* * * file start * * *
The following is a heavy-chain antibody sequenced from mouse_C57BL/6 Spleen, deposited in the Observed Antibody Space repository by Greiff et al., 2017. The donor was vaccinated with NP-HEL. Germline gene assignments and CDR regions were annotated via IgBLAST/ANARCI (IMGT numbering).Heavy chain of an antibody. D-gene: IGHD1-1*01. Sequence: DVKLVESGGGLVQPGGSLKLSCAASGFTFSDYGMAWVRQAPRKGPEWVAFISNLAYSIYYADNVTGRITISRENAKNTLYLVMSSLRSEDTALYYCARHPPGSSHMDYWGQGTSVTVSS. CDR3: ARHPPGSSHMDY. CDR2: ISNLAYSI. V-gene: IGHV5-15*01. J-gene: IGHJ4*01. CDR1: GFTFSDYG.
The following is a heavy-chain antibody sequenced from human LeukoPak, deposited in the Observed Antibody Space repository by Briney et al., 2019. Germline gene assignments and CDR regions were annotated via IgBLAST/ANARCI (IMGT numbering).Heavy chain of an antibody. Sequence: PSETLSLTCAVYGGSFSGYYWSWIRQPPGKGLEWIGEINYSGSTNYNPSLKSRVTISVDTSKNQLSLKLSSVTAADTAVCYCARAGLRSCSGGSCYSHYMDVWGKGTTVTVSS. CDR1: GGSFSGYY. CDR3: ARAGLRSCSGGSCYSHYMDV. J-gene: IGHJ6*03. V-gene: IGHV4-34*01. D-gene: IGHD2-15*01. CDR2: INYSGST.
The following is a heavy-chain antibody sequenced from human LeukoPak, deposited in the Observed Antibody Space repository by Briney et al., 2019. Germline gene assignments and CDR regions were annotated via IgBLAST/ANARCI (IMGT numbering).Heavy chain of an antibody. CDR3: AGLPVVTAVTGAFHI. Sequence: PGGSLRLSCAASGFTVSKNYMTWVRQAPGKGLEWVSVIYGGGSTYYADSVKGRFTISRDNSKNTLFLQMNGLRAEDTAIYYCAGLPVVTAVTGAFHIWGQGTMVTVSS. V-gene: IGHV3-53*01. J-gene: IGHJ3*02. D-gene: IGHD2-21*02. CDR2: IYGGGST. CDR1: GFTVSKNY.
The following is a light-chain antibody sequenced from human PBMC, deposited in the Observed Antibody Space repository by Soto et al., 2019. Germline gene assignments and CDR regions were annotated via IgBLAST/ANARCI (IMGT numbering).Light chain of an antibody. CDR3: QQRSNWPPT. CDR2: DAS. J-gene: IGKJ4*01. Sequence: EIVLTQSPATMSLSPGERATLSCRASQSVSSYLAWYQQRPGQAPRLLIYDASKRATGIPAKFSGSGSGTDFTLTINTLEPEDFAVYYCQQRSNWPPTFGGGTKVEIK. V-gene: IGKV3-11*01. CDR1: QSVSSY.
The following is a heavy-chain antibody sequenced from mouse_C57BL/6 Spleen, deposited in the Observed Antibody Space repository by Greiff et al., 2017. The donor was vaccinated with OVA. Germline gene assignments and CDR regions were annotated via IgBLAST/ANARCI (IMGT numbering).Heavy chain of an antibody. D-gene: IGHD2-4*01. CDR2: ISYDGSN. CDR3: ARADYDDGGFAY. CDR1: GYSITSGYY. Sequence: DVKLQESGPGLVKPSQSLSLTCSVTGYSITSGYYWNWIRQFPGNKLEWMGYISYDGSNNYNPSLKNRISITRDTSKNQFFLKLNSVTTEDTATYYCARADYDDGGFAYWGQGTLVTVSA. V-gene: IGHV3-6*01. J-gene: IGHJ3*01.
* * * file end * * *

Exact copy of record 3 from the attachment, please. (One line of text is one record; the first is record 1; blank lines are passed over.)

The following is a heavy-chain antibody sequenced from human LeukoPak, deposited in the Observed Antibody Space repository by Briney et al., 2019. Germline gene assignments and CDR regions were annotated via IgBLAST/ANARCI (IMGT numbering).Heavy chain of an antibody. CDR3: AGLPVVTAVTGAFHI. Sequence: PGGSLRLSCAASGFTVSKNYMTWVRQAPGKGLEWVSVIYGGGSTYYADSVKGRFTISRDNSKNTLFLQMNGLRAEDTAIYYCAGLPVVTAVTGAFHIWGQGTMVTVSS. V-gene: IGHV3-53*01. J-gene: IGHJ3*02. D-gene: IGHD2-21*02. CDR2: IYGGGST. CDR1: GFTVSKNY.